2018. A year that saw stars fail and characters shine.
All the three Khans, who’ve enjoyed an unprecedented run in Bollywood, delivered massive flops, triggering a seismic shift in the industry. Seemingly smaller films succeeded purely due to the merit of the script and impressive performances.
It was tough to bring this list of best performances down to 12 as plenty of actors did commendable work this year.
However, in this list are actors who didn’t just seamlessly blend into their characters—instead, they disappeared into them, making the viewer forget their offscreen persona for a few hours.
So here is our list of some of the most outstanding performances in Hindi films this year.
Tabu - AndhaDhun
In an illustrious career where she’s delivered a number of knockout performances, AndhaDhun’s Simi is a role where Tabu seems to have had the most amount of fun. The charmingly deceptive character commands every frame she’s in. Delivering lines laced with both dark humour and actual threats, Tabu dominates the screen, her performance one of the film’s many highlights.
Gitanjali Rao - October
In her film debut, theatre actor and filmmaker Gitanjali Rao shines as Shiuli’s (Banita Sandhu, who slips into a coma after a tragic fall) grieving mother, who is conflicted between giving up hope and holding on to it. Rao captures that space beautifully, taking us on her inner journey as a mother who’s yet to process the magnitude of a sudden, senseless tragedy. What makes her performance one of the best in recent years is how much she’s able to convey through her devastating silences. Her disheveled hair and mournful eyes convey both her brokenness and her determination.
Alia Bhatt - Raazi
She’s perhaps the most exciting actors of our time, outperforming herself with every subsequent film. If you thought Highway was her best, she surpassed all expectations in Udta Punjab. Could anything top that? Well, Meghna Gulzar’s Raazi saw Alia Bhatt’s Sehmat tread a tightrope as she spies on her Pakistani in-laws. One of the most intriguing aspects about Raazi was how Bhatt’s character is shown to be constantly nervous and fearful and not an unrealistically confident James Bond-type. As she goes through her perilous task, Bhatt’s a nervous wreck throughout, just like the audience. The actor seems to have completely submitted herself to the part, capturing the nuances of a character going through two conflicts, one internal, where she’s unable to fully love or deceive her husband, and another external, where she isn’t quite ideologically aligned to the mission in the first place.
Rasika Dugal - Manto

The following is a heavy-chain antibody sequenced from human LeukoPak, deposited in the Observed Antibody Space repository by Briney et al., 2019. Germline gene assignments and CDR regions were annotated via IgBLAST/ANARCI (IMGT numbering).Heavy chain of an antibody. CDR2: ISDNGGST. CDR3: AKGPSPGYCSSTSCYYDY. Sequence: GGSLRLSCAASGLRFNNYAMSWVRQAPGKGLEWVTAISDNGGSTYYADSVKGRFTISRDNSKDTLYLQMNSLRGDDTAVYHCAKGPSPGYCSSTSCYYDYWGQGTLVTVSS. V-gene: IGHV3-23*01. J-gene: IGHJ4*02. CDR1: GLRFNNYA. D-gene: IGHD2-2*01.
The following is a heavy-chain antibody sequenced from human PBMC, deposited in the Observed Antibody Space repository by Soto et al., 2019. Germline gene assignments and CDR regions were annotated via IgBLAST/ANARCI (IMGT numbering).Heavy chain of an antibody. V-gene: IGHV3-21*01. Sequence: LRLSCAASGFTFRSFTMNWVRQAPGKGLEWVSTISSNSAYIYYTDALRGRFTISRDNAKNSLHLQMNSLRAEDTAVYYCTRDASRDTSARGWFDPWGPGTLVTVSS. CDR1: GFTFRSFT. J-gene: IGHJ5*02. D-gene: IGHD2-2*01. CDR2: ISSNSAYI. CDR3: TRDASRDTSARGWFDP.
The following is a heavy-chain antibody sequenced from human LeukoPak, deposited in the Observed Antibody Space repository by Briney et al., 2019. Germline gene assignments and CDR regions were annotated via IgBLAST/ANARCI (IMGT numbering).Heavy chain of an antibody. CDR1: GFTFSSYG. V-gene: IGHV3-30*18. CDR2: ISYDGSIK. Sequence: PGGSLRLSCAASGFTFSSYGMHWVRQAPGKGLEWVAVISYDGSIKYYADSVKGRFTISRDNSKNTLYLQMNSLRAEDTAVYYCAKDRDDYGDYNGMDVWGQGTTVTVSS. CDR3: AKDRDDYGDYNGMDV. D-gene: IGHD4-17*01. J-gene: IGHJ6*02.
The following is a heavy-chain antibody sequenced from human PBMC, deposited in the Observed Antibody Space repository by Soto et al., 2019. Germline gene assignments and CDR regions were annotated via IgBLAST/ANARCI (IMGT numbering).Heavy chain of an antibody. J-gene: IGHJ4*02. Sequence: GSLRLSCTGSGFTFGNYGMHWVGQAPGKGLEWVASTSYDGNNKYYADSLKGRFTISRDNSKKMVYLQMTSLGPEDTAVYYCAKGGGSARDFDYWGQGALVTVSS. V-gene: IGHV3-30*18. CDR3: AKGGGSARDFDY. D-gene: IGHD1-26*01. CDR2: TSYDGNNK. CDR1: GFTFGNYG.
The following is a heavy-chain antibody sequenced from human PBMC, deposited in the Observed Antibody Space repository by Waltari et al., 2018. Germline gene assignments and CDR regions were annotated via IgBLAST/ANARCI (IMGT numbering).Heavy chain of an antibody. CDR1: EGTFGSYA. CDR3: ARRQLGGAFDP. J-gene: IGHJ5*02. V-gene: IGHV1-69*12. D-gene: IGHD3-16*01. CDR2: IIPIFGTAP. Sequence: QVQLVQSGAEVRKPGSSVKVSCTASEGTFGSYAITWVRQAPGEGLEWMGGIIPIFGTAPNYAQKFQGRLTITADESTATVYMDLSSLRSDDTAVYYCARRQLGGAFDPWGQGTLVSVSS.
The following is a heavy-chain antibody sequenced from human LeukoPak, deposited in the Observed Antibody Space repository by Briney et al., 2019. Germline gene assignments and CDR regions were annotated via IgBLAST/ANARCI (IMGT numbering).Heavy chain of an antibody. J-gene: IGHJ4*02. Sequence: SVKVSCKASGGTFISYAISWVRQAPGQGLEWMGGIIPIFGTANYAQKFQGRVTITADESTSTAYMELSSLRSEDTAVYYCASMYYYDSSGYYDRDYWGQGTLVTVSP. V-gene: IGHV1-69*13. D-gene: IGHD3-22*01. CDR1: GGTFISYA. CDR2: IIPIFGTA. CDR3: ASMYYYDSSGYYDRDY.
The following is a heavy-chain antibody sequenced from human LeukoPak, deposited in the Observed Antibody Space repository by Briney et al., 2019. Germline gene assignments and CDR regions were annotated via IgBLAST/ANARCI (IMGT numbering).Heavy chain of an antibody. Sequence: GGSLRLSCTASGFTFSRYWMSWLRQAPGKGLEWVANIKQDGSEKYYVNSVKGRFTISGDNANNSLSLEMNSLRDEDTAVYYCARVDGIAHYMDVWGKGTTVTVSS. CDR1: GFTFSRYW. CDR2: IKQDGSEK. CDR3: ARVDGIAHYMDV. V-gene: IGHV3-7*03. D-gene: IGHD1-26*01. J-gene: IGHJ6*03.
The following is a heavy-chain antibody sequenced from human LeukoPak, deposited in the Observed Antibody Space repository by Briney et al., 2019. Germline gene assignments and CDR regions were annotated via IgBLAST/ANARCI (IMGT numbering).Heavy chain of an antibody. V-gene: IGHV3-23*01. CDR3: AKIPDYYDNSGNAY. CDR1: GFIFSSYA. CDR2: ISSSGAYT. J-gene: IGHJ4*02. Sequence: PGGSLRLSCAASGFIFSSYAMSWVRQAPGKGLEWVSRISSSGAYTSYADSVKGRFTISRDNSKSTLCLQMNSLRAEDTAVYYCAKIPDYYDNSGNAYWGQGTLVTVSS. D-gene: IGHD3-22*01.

Rasika Dugal played the quiet, thoughtful and unsparingly critical wife of Manto in the Nandita Das-directed biopic with remarkable maturity. It’s a performance that actually reveals an actor’s understand of their medium as Dugal manages to shine in scenes with her understated appeal and terrific command over delivery. In scenes where she isn’t talking, it’s her silences that engulf the screen, encapsulating her suffering, frustration, as well as her quiet admiration for her writer-husband, who’s slowly plunging into madness.
Manisha Koirala - Lust Stories
As the middle-aged banker who cheats on her husband with his best friend, Manisha Koirala was heart-achingly perfect in Lust Stories, an anthology helmed by four filmmakers. As Reena, Koirala was unapologetic about being sexually promiscuous, and made the viewer look at female sexuality from her gaze. A remarkably well-written character, Koirala delivered a compelling performance as a woman tired of being tossed around by men, and someone who exploits her agency to tackle male condescension, societal prejudice and the unfair burden of expectations on women of a certain age. The actor was in stunning form in what was one of the better shorts in the anthology.
Taapsee Pannu -Manmarziyaan
Taapsee’s Rumi is a character for the ages. A Hindi film heroine who subverted the archaic idea of what it means to be a Bollywood leading lady, Pannu’s Rumi carried such ferocious energy, it was hard to look away from the screen when she was on it. From her determined, no-nonsense gait to her razor-sharp one-liners that had no patience for patriarchy, sexism or flaky men, Pannu added life and soul to Rumi, balancing a steely exterior with a gentle, quieter inner self, which took us right inside her psyche, a place where she was torn between choosing the stability (Robbie) that would bore her and a romantic adventure (Vicky) that’d become too overpowering to sustain itself.